By Jim Schutze
By Rachel Watts
By Lauren Drewes Daniels
By Anna Merlan
By Lee Escobedo
• Sarah Kenney: A woman in Grand Junction, Colorado, called a radio station in August 2004 using the name Amber Kenney, saying she was a National Guard soldier leaving for basic training and that her husband Jonathan was already fighting in Iraq. Kenney called in frequently with many details about their lives. In February 2005, Kenney contacted the media to say that her husband had been killed leaping in front of a bullet to save an Iraqi child. After an organization called Hometown Heroes sent a fax confirming the death, news outlets ran the story. But an investigation by a local newspaper revealed that Kenney's name was Sarah, not Amber. She'd never served in the National Guard, nor had her husband Michael, who was alive and managing a fast-food restaurant. Confronted, Kenney said, "I feel like an ass." She pleaded guilty to criminal impersonation and received probation.
• James D. Johnson: For years, North Carolina resident Johnson, now 49, told of his exploits as a Navy SEAL. After 9/11, Johnson told one woman who'd known him for 26 years that he'd been called to active duty in Iraq and asked her to marry him when he returned from combat. According to The Charlotte Observer, Johnson paid her a surprise visit in 2003 wearing camouflage and dusty combat boots, saying he was on leave from Iraq. Then the girlfriend discovered Johnson was romancing other women with his tales of derring-do. The newspaper found that Johnson was an insurance adjuster who had served in the Navy during the '70s as a petty officer; he'd never been a SEAL.
Some wannabes use their status as veterans to garner sympathy, to get ahead in their careers or to manipulate their loved ones. Other phonies go to extremes such as forging documents to lay claim to combat decorations and veterans' benefits they haven't earned.
The Observer found that Phil Haberman's military claims are just one facet of a life lived in fantasy and deception.
Love Me, Love My Dog
Rhoad wonders if she would have been as supportive of Haberman if it weren't for Jake. Rhoad loved dogs; she owned purebred Akitas.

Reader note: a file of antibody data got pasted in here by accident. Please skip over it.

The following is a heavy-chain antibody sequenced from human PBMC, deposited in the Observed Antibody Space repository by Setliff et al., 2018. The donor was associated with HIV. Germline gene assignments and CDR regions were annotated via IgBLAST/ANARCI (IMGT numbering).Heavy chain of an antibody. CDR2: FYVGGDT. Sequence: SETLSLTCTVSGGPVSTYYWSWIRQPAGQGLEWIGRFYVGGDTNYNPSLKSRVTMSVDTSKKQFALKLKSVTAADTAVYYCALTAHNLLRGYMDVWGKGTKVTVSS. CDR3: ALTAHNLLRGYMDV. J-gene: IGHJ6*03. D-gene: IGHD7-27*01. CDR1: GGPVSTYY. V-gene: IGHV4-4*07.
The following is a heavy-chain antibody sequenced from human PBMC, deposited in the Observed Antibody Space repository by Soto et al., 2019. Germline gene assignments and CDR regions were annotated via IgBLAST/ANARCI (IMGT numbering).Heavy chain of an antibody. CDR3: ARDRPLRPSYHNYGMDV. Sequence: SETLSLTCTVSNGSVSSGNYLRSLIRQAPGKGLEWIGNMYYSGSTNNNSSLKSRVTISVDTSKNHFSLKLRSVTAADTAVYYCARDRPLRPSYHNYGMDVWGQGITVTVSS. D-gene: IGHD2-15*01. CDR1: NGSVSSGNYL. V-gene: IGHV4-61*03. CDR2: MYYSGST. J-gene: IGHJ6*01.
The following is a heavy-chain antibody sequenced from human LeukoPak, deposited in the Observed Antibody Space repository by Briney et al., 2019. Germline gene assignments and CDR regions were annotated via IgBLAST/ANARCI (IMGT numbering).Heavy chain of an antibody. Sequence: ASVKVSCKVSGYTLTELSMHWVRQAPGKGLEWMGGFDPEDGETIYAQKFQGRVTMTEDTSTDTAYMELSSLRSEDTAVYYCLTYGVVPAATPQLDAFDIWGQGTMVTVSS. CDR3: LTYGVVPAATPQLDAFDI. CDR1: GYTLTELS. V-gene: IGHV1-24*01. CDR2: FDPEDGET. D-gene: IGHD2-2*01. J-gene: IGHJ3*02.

After their first lunch, Haberman explained that a friend had given him a fresh-caught tuna and invited himself over to cook dinner for Rhoad and her daughter. But after the meal, Haberman got a phone call that Rhoad could tell was from an angry female. He explained that she'd been keeping Jake but was fed up with the dog and had taken him to the pound.
The next morning Rhoad went with Haberman to rescue Jake. Seeing cuts and scrapes on the animal, Haberman "totally freaked out," Rhoad says. Though he didn't have proof of immunizations, Haberman insisted Jake was a military dog and threatened to sue the shelter because the animal was injured. The shelter released the dog and apologized to Haberman.
Within days, Haberman had shifted gear--dog, duffel bag and white Mustang convertible--to Rhoad's townhouse. He seemed like a career soldier. Most of his clothes were military issue or shirts that said Special Forces. He sported a large tattoo of a Marine bulldog on his right arm. Other screen names he used included ForceReconMarine and usmcdog4u. She later found out he was an E-4 (Specialist, a grade higher than Private First Class).
Haberman never seemed to have any money, because the military "had messed up his pay," but he had dreams. A member of the Screen Actors Guild, Haberman had walk-on roles in the TV show JAG and movies such as High Crimes and Scorpion King. His résumé listed "11 years Marine reconnaissance" and experience as a "combat tactical expert," "in-water trauma medic" and "weapons specialist."
Another undertaking was more outrageous: woodyreview.com, where a clothed Haberman, sporting an erection, posed as "Woody Hunter"--promoting reviews of porn sites. (Haberman says "Woody Hunter" was just a photo gig.)
Haberman's biggest project, however, was going to make him a fortune. He'd redesigned a Gentex oxygen mask/helmet for Special Operations paratroopers who did "high-altitude/low opening" jumps. Already, one branch of the military had placed orders for 10,000 of the masks, and Haberman would make 3 percent profit on sales.
One day Haberman and Rhoad drove to the naval base at China Lake, California, where he presented the mask to some highly skilled jumpers. That night, the military personnel took Haberman and Rhoad out for dinner. She was impressed, though Haberman insisted anyone he married would have to sign a prenuptial agreement that any profits were his separate property.
Rhoad had hoped Haberman would be a positive influence for Heather, whose father hadn't been involved in her life. But Heather hated the soldier, who thought she was an undisciplined brat. At Haberman's insistence, Rhoad sent Heather to a girls' camp, then to a relative's home. She wanted to give the relationship with Haberman a chance.
Everything seemed to be going well until their wedding day, when he left for several months of training at Fort Bragg. "I gave him $300 from my unemployment, packed him a lunch, and he was gone," Rhoad says.
He called 24 hours later to say he was staying in Texas with a female friend--and could she send him more money? That's when Rhoad started having second thoughts. She'd found his communications with other women on her computer. When she flew to Fort Bragg to get her military dependent's ID card on January 17, Haberman's birthday, they fought over her suspicions that he was already cheating on her.